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After dinner on board, I fancied a stroll, but Sophie was a bit tired, plus still nursing a bruised little toe, so I thought I’d wander into La Rochelle. It was a lovely evening, although the wind was cold, but it’s a straightforward and interesting 30 minute walk along the large marina, then by the sea as you approach the iconic towers, where the harbour to La Rochelle’s old town is. I had a nose round the town, doing a bit of research into restaurants for lunch the next day. By the time I’d returned, Sophie’d got talking to a Scottish lady in the next van along, who was taking a year out to travel through Europe, with her three dogs.
By the next day, Sophie was up for a walk into town, but only on the proviso that we caught the sea bus back. So we walked in, enjoyed a lunch outside, took a stroll round the backstreets, then caught the hydrogen-powered “bus de la mer” by the main tower, which for €3 each took us back to the marina, just below where we were parked.
We set off pretty smartly, generally continuing northwards, and although I’d planned to explore the coast, it was clear that the immediate roads and little villages North of La Rochelle weren’t all ideal for a motorhome, and parking there was pretty much prohibited anyway. So we just kept inland, and soon after taking advantage of Charron’s free motorhome services, we’d crossed over from Charente-Maritime into Vendee.
Our stop for the night was by a small étang/lake in the small village of St Michel en l’Herm. It was a popular spot for dog walkers and fishermen, but we had the place to ourselves overnight, after enjoying a spectacular sunset.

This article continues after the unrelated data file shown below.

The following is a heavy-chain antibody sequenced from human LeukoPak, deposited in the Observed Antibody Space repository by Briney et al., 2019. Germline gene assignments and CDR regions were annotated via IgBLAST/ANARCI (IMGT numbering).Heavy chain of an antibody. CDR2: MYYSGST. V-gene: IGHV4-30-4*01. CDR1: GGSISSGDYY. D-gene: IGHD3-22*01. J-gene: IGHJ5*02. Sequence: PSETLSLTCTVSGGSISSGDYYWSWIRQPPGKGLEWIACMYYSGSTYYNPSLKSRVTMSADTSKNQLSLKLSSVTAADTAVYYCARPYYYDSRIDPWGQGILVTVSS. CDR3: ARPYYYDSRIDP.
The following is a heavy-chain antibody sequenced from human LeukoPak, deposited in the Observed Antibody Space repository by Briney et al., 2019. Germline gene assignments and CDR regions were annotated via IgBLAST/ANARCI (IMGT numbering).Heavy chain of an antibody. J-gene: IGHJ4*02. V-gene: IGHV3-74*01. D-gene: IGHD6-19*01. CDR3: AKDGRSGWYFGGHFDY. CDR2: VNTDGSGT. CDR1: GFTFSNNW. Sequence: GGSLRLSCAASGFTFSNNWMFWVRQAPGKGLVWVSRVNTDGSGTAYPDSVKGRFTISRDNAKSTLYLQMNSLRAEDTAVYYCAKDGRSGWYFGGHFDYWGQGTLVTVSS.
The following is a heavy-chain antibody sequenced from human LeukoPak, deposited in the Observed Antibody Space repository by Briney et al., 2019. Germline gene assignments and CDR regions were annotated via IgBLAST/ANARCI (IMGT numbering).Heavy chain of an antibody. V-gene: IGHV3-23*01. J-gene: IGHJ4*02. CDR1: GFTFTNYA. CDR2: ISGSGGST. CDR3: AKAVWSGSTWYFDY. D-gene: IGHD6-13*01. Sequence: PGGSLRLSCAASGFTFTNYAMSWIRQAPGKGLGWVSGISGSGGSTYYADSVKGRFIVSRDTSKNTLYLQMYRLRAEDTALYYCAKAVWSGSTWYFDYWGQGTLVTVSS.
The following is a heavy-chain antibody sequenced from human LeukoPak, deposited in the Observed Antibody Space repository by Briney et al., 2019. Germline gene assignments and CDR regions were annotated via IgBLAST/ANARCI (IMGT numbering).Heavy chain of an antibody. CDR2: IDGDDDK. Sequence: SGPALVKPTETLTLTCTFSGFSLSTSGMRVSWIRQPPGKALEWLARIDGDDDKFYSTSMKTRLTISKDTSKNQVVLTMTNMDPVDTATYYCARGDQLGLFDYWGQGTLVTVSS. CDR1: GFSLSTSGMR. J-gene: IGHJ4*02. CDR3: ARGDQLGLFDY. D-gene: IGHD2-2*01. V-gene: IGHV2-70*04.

After a good night’s sleep we made a prompt, for us, start, as we set out to move on up through the Vendee. After a short brush with the typical Vendee coast, we then headed inland, touching on Talmont St Hilaire, where they have castle ruins. Deciding against returning to the coast, which we’ve explored in the past, we continued our inland route, initially passing Le Girouard, where they have an excellent overnighting spot, with plenty of rural space and free services. They also have a baguette machine in this tiny village if you’re out of bread.
Final stop for the day has turned out to be by the Lac d’Apremont just beyond the town of Maché. Fishing is clearly popular here, and we have a very attractive position overlooking this lovely lake.
*** Just to mention that our blogs can be up to a few weeks behind reality, as we’re always in catch-up mode ***
3 thoughts on “La Rochelle to Maché, via St Michel en l’Herm”
You photos are so beautiful. Everyday I do a search on La Rochelle to see what new blogs are out there to be read. I’m so happy to have found yours.
Thank you so much for your kind comments. I’m guessing from your username that you’re a keen learner of the French language, as we are. Do you have any tips of websites, apps, or methods, that have helped you improve your language skills?
De rien et bonjour. I have a very hard time learning French. I like to use the site / app Duolingo. I prefer the actual website version over the phone app. I also love Coffee Break French – podcast/website. Mark the host of the podcast is from Glasgow and his program is very effective. Although – I’m sure the key is immersion. Lovely blog you have – great photos! I hope to be in France next year for the 75 anniversary celebration of D Day. Planning things now. My Mother in law is French and lives near La Rochelle – so this is always our go to place.